(Bloomberg View) — Should women have to pay more for health insurance than men? That has been a critical question for opponents of Republican health care reform efforts, and it requires grappling with the fundamental nature of insurance, market prices and fairness. Related are questions about how much older people should pay relative to the young, or to what extent individuals with pre-existing conditions should be vulnerable to higher premiums.
The Affordable Care Act limited the ability of health insurers to charge women more than men, and more generally imposed greater uniformity of policy prices. Under Republican plans, those provisions are repealed. The return of many decisions to the states would most likely mean more differential pricing, namely higher policy prices for people with higher expected health care expenses. After all, women’s lifetime costs are expected to be much higher than for men, by about $100,000 by one estimate.
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Let’s first consider the negatives of such a change in course from Obamacare. Insurance is fundamentally about the pooling of risk. If you are trying to cover $100,000 in health care costs by buying a policy that costs you about $100,000, that isn’t really insurance at all. It’s merely changing who cashes your check. Differential pricing moves in this direction, and thus it limits one of the major benefits of insurance.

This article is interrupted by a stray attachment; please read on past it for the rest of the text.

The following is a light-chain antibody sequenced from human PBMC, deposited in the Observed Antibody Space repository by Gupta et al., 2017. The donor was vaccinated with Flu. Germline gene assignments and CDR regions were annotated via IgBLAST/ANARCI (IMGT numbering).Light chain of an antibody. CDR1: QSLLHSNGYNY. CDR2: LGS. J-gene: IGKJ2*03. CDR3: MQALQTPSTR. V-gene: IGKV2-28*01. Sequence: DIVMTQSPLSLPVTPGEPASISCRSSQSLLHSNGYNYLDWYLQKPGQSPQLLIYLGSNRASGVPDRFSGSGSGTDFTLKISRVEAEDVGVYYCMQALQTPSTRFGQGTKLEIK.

Second, the higher health care spending for women is partly because of services related to childbearing. Society may have an obligation to help out babies (and mothers), plus they will someday finance our retirement, so let’s make childbearing easy. That said, governments have numerous means of subsidizing childbearing — direct payments, tax credits, free clinical services and public education — and it’s not obvious that regulating insurance pricing is this best way to achieve this end.
So what is there to be said for differential pricing?
First, it doesn’t mean that individual policy prices exactly match individual spending. If many women are pooled together into more expensive policies, the women with especially high health care costs are still subsidized by the women with especially low health care costs. That is less gain for women than if they received an indirect subsidy from male policyholders, but much of the value of insurance remains.